4. America imports much less Iraqi oil than it used to. When Barack Obama ran for president in 2008, he said that America’s dependence on the “tyranny of oil” helped fund terrorism in both Iraq and around the world. “One of the most dangerous weapons in the world today is the price of oil,” he said. “We ship nearly $700 million a day to unstable or hostile nations for their oil. It pays for terrorist bombs going off from Baghdad to Beirut.” His opponent that year, John McCain, said at a town hall that his plan to “eliminate our dependence on oil from the Middle East” would “prevent us from having ever to send our young men and women into conflict again in the Middle East.”
As president, Obama has continued to emphasize independence from foreign oil. “Today, America is closer to energy independence than we have been in decades,” he told an audience at Walmart in Mountain View, Calif., last month. “And for the first time in nearly 20 years, America produces more oil here at home than we buy from other countries.”
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Indeed, in October, domestic crude oil production surpassed imports for the first time since 1995. More specifically, even though Iraq’s oil production has increased, the U.S. now imports far less Iraqi oil than it did around the time of the 2003 invasion.
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That’s not just the story in Iraq. America is now importing less oil overall — 20 percent less, in fact — than in 2003. “We’re getting more of that oil domestically,” Rapier said, pointing to increased local production facilitated by the fracking boom, especially in Texas and North Dakota.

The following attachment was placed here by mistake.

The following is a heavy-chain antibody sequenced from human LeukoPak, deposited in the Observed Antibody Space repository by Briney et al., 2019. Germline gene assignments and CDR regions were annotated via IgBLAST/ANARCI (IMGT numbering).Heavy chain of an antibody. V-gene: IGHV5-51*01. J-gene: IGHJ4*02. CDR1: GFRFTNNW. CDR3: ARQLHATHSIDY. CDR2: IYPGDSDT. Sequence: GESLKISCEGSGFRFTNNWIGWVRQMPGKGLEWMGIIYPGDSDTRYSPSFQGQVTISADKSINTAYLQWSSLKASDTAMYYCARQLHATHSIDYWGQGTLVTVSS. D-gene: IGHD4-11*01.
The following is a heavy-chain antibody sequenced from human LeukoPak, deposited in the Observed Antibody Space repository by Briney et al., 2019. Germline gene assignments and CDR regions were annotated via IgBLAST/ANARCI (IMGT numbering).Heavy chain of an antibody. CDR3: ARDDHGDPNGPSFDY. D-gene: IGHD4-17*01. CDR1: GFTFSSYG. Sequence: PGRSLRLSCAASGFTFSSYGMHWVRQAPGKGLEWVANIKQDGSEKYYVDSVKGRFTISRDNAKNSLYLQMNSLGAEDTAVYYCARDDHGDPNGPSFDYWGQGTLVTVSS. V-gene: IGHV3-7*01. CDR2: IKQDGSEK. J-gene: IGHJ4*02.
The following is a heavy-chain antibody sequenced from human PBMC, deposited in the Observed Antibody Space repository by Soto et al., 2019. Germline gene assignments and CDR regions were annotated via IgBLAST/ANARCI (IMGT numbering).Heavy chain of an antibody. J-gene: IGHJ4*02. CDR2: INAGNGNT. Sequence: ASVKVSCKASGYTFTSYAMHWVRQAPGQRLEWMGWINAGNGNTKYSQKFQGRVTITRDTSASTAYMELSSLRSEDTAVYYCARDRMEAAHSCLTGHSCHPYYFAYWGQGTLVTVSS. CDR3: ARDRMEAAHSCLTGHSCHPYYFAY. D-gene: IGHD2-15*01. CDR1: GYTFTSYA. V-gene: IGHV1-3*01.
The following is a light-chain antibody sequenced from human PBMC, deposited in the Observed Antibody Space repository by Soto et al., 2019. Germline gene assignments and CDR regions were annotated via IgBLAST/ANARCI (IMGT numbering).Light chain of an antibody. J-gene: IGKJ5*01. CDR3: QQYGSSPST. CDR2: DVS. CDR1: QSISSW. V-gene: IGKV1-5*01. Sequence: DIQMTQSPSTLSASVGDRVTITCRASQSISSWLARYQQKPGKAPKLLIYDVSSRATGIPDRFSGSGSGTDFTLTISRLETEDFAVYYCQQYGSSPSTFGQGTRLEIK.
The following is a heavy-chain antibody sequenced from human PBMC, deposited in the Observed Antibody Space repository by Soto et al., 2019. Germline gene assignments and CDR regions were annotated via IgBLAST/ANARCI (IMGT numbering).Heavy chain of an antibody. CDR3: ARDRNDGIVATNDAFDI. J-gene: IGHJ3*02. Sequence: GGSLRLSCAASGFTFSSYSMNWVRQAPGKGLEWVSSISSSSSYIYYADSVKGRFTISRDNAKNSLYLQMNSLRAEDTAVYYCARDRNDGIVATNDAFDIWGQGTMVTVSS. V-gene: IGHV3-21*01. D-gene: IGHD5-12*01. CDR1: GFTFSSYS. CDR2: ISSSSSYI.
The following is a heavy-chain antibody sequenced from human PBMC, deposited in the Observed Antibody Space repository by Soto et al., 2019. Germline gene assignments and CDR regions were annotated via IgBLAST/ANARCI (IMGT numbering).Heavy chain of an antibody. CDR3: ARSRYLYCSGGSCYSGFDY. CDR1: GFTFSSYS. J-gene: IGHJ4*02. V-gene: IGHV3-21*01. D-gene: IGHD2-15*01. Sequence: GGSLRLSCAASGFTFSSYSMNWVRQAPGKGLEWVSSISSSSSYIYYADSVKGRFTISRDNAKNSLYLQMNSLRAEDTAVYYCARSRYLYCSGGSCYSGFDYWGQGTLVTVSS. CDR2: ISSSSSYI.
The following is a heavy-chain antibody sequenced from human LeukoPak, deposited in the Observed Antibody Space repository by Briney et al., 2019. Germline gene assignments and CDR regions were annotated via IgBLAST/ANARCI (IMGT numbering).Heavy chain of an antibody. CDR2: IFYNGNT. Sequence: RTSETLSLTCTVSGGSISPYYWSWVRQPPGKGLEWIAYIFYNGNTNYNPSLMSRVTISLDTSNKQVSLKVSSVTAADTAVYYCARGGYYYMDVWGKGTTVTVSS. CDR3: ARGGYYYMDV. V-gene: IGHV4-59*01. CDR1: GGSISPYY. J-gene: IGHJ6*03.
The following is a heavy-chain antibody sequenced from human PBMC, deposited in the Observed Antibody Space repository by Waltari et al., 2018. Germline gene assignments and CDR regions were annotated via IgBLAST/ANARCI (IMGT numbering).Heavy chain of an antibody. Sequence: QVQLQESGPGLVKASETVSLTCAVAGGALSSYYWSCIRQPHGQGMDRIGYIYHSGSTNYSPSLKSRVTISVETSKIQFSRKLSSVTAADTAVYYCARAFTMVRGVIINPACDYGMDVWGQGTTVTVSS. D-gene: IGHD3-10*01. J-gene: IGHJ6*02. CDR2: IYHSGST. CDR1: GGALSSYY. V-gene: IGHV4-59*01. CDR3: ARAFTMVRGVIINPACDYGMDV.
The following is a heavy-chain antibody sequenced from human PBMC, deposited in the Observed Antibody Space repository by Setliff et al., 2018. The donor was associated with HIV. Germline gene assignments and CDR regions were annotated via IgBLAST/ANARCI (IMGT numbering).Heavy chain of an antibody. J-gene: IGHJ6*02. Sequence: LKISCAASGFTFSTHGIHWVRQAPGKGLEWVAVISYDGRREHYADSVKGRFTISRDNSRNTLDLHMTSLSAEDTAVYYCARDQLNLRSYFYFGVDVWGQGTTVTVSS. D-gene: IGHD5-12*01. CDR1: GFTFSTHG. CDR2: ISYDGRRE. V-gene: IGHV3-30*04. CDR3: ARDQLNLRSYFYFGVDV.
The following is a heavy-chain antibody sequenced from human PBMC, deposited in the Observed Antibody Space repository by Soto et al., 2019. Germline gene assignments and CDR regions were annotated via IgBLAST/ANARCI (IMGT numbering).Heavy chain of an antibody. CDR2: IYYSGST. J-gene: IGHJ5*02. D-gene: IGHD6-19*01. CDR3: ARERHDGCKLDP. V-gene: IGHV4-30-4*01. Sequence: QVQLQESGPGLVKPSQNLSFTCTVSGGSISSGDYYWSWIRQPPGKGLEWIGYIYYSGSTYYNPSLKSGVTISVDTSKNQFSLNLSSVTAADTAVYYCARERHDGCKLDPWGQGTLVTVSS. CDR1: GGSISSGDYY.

And America’s own neighbors are also chipping in to help, says Rapier, pointing to Canadian crude. “We’ve got lower cost production in our neighborhood here.”
This means the U.S. is now somewhat insulated from big shocks to the market like the 1970s oil crisis, in which oil-producing Arab states imposed a crippling embargo against the U.S.
“The increase of unconventional oil supplies from new emerging assets in the U.S., all of this has created some sort of a comfort zone,” al-Khatteeb from Brookings Doha Center said.
John Duffield, who authored a 2008 book called Over a Barrel: The Costs of U.S. Foreign Oil Dependence agrees: “I would say we are not as much over the barrel.”
5. But the U.S. is still tied to global oil markets, and that means what happens in Iraq can have an economic impact here. One thing every expert I spoke to agreed on is this: Even with decreasing oil imports, the U.S. is inextricably linked to world markets. That means that if the situation in Iraq continues to deteriorate, the U.S. economy may not be immune.
“The cost to the United States of a big oil shock … will be lower than they were [in the past],” Duffield said. “Our main vulnerability is not so much the direct impact on oil, but the impact on the rest of the world’s economy, if there’s a big oil supply disruption.” He added that “as long as the world oil market is pretty highly integrated, the U.S. is vulnerable to an oil supply disruption in the Middle East or the Persian Gulf, regardless of the amount of oil it imports from the region.”
Why? Because even though the has U.S. reduced its use of Middle Eastern oil, many of America’s key trading partners have not. “The oil production in Iraq has risen for seven years in a row,” Rapier said, and that oil is going somewhere. Much of it’s going to Asian economic powerhouses whose economies are deeply tied to our own.
“The United States, strategically, is a major trading power,” said Anthony Cordesman, an energy analyst with the Center for Strategic and International Studies. “It is particularly dependent on the import of manufactured goods from three countries which are extremely dependent on energy imports. Those happen to be China, South Korea, and Japan.”
That’s why Middle Eastern oil still plays an important role in U.S. policy, says Cordesman. “It is precisely because U.S. security is global. It is not a matter of direct U.S. dependence [on foriegn oil],” he said. “Because what really counts is global prices, and what counts is the steady and predictable flow of oil to a global economy.”
This story was produced as part of the Climate Desk collaboration.